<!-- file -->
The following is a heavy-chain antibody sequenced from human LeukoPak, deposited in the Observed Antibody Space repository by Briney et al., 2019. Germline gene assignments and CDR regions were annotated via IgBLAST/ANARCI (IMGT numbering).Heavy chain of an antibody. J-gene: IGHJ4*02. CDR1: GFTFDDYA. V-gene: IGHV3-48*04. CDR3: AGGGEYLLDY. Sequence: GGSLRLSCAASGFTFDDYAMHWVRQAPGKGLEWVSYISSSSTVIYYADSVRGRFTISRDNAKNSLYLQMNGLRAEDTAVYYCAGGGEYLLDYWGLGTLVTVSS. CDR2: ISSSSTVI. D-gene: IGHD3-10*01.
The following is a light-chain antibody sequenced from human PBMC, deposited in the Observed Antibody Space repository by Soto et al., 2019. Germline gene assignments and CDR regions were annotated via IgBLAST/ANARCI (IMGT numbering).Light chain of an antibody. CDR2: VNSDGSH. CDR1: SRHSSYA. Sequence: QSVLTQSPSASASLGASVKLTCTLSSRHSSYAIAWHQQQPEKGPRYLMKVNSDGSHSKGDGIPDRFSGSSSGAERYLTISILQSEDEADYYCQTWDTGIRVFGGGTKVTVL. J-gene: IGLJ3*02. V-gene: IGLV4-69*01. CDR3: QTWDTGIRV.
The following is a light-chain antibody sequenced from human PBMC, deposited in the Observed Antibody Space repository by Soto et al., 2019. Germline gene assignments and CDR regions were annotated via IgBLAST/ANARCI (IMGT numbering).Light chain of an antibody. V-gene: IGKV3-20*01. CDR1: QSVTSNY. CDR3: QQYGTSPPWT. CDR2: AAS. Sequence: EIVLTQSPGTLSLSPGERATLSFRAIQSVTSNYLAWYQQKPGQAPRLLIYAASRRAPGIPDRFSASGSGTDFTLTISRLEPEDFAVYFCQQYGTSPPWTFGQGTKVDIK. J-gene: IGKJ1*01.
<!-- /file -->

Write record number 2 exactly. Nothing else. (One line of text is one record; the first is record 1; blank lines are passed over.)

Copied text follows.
The following is a light-chain antibody sequenced from human PBMC, deposited in the Observed Antibody Space repository by Soto et al., 2019. Germline gene assignments and CDR regions were annotated via IgBLAST/ANARCI (IMGT numbering).Light chain of an antibody. CDR2: VNSDGSH. CDR1: SRHSSYA. Sequence: QSVLTQSPSASASLGASVKLTCTLSSRHSSYAIAWHQQQPEKGPRYLMKVNSDGSHSKGDGIPDRFSGSSSGAERYLTISILQSEDEADYYCQTWDTGIRVFGGGTKVTVL. J-gene: IGLJ3*02. V-gene: IGLV4-69*01. CDR3: QTWDTGIRV.